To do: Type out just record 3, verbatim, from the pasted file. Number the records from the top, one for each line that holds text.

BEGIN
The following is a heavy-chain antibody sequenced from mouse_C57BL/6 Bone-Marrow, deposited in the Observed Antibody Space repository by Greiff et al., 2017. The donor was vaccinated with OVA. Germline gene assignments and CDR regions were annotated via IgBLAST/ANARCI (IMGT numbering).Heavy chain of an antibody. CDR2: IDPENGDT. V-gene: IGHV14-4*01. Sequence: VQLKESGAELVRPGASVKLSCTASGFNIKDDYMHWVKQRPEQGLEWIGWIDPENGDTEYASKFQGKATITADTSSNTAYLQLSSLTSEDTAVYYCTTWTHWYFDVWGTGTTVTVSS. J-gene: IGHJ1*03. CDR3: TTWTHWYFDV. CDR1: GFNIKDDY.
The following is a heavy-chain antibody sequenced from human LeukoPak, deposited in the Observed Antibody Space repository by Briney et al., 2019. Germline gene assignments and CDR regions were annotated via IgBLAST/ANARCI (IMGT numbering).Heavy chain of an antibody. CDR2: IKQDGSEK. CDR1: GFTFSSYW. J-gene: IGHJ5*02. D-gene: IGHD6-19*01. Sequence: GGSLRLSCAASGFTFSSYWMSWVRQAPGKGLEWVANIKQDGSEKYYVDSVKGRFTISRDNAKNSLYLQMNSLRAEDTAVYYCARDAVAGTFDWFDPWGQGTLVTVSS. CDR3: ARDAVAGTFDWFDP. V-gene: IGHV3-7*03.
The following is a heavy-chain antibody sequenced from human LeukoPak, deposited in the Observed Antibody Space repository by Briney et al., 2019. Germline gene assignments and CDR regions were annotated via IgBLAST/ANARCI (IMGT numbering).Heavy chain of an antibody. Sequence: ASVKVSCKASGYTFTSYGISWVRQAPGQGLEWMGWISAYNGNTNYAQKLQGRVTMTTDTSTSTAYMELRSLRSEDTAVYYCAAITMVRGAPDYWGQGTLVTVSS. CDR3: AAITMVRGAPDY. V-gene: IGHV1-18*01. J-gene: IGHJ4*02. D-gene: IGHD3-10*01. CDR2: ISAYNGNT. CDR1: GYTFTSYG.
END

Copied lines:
The following is a heavy-chain antibody sequenced from human LeukoPak, deposited in the Observed Antibody Space repository by Briney et al., 2019. Germline gene assignments and CDR regions were annotated via IgBLAST/ANARCI (IMGT numbering).Heavy chain of an antibody. Sequence: ASVKVSCKASGYTFTSYGISWVRQAPGQGLEWMGWISAYNGNTNYAQKLQGRVTMTTDTSTSTAYMELRSLRSEDTAVYYCAAITMVRGAPDYWGQGTLVTVSS. CDR3: AAITMVRGAPDY. V-gene: IGHV1-18*01. J-gene: IGHJ4*02. D-gene: IGHD3-10*01. CDR2: ISAYNGNT. CDR1: GYTFTSYG.